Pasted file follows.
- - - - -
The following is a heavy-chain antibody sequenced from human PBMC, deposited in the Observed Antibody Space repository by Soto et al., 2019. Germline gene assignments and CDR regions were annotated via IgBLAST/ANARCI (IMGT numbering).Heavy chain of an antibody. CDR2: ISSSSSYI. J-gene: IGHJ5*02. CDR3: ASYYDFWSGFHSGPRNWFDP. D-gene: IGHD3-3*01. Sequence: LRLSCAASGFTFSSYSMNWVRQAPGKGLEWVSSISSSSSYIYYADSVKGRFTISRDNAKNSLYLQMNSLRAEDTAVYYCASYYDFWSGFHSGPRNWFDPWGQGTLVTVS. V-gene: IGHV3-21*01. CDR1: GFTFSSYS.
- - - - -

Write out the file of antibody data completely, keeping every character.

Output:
The following is a heavy-chain antibody sequenced from human PBMC, deposited in the Observed Antibody Space repository by Soto et al., 2019. Germline gene assignments and CDR regions were annotated via IgBLAST/ANARCI (IMGT numbering).Heavy chain of an antibody. CDR2: ISSSSSYI. J-gene: IGHJ5*02. CDR3: ASYYDFWSGFHSGPRNWFDP. D-gene: IGHD3-3*01. Sequence: LRLSCAASGFTFSSYSMNWVRQAPGKGLEWVSSISSSSSYIYYADSVKGRFTISRDNAKNSLYLQMNSLRAEDTAVYYCASYYDFWSGFHSGPRNWFDPWGQGTLVTVS. V-gene: IGHV3-21*01. CDR1: GFTFSSYS.